Friday, July 4, 2014

The 4th of July

Happy Fourth of July! As I sit here, contemplating the holiday, I can't help but think about teaching American Literature. Every year, I get to re-live the founding of our nation when I teach early American literature with the Puritans and then move into the age of Rationalism and the founding documents. I get to read and re-read The Declaration of Independence (I even make the AP kids diagram the first sentence of the document-- for you English nerds out there-- it's a doozy, but it's totally worth it!), recite Patrick Henry's Speech to the Virginia Convention, and delve into Thomas Paine's works.

After considering all of these works- documents, speeches, pamphlets- I can't help but think that people forget what this day is really about. It's interesting, because as I scroll through Facebook, I notice that many people post about soldiers and remembering them today. I do suppose you could argue that today we remember those first soldiers who fought for our ultimate freedom, our independence from the British. Just thinking about the odds that we had stacked against us- lack of real training, or really, of any true military; little monetary funding; few resources- really, we should have lost. This rag-tag group of men banding against the greatest military in the world. The underdog. Maybe that's why America loves an underdog story because we were founded on the underdog.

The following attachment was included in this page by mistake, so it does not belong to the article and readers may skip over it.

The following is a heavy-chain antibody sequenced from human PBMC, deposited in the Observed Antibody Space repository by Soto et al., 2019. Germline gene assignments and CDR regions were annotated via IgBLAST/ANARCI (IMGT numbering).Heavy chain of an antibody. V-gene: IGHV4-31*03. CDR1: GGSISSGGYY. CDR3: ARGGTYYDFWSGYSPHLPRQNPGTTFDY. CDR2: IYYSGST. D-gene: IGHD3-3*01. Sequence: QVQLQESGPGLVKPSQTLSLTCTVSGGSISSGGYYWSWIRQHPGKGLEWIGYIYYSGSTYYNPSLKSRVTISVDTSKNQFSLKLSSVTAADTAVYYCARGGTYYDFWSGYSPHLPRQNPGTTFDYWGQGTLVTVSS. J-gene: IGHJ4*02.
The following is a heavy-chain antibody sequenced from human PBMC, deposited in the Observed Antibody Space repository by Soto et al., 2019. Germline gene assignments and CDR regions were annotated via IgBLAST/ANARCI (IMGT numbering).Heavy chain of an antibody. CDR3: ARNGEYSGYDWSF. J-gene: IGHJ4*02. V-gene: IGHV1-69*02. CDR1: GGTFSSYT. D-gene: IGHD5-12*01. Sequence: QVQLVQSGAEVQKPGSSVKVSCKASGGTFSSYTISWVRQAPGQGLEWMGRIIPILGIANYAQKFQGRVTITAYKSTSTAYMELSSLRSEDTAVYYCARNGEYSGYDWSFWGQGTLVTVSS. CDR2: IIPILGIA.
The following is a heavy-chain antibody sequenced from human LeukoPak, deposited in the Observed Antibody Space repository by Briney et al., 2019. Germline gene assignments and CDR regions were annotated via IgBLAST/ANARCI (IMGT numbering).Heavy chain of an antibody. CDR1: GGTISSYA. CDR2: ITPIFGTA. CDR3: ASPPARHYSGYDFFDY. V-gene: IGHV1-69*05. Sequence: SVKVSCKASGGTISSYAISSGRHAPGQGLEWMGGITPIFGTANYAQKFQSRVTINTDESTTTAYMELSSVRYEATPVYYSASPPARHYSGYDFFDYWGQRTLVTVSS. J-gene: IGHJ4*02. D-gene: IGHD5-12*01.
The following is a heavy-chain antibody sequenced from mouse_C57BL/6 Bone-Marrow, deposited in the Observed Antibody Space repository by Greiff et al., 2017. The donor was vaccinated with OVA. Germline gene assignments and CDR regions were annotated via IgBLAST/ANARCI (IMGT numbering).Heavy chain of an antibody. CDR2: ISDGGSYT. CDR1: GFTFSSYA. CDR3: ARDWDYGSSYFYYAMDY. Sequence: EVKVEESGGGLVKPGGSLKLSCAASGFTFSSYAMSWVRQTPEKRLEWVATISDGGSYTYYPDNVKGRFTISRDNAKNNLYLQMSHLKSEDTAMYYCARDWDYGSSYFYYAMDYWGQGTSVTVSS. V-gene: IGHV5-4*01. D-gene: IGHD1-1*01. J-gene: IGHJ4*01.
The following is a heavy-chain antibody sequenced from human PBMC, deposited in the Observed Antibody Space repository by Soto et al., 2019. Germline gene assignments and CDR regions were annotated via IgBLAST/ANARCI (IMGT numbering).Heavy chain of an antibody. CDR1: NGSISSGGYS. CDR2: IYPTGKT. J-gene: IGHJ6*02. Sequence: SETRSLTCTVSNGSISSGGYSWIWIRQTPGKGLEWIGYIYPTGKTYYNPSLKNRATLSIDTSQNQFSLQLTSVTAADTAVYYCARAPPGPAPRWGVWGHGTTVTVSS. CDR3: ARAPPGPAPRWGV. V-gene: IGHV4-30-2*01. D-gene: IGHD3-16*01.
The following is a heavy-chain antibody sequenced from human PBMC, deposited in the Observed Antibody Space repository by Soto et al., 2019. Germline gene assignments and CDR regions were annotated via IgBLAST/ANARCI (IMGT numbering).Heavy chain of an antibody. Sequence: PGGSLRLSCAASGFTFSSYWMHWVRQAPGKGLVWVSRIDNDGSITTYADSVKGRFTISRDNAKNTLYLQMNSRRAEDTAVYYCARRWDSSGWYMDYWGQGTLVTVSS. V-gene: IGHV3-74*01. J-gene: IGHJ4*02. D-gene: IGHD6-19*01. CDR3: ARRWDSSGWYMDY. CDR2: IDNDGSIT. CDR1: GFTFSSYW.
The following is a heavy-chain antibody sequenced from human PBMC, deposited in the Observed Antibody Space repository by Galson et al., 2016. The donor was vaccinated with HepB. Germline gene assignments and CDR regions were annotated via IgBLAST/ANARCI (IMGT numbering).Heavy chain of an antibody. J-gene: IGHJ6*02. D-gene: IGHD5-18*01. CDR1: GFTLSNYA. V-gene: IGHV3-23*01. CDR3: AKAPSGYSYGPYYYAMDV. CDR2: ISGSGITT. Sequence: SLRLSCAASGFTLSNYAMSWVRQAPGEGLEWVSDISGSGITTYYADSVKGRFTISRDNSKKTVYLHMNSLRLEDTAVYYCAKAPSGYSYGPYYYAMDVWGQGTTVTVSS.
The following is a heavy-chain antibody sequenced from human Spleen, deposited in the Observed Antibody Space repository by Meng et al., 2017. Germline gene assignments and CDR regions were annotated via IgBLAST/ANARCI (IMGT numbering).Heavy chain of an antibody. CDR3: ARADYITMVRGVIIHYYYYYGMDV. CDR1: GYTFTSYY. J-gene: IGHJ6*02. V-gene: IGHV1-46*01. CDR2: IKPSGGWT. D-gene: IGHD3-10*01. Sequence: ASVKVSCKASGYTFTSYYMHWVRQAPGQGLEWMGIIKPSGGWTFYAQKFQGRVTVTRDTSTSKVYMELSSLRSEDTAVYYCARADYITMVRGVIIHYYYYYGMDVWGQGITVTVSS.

All this said, today, we don't really celebrate soldiers. We have holidays for that-- Memorial Day, Veteran's Day. Today is for celebrating a document that called for our independence. Aired our grievances. Looked the King in the eye and said, simply, "no more". The Declaration of Independence, when studied closely, is a truly fascinating document. Take a look at the first sentence: 

When in the Course of human events, it becomes necessary for one people to dissolve the political bands which have connected them with another, and to assume among the powers of the earth, the separate and equal station to which the Laws of Nature and of Nature's God entitle them, a decent respect to the opinions of mankind requires that they should declare the causes which impel them to the separation.

It's beautiful. It's absolutely a work of beauty. It could say, "we are breaking away from you and here is why" because that is the basis of what Jefferson does in this document. He lists the causes of separation. But this first sentence does so much more than that. It says that we, as a nation, are entitled to our rights in accordance with the laws of Nature and of God. Of God. Each word was chosen with such precision and craftsmanship. It is truly beautiful.

This is why we celebrate today. We celebrate the words and the actions of the Founding Fathers. We celebrate the passion of Patrick Henry. The dedication of George Washington. The conviction of Thomas Paine. We remember that our nation rose from the humblest of beginnings, and was founded by people who all journeyed here for vastly different reasons. Yes, these men, these people, were flawed. There is no picture of perfection in the backgrounds of any of these individuals. And, I believe, that is important to remember. We come from what is real, what is passion, what is grit. 

So, today, pause and remember that founding document. Read a line or two. Remember the first of us who bravely trekked to this land for freedom, money, a new start. Remember all of this on the Fourth.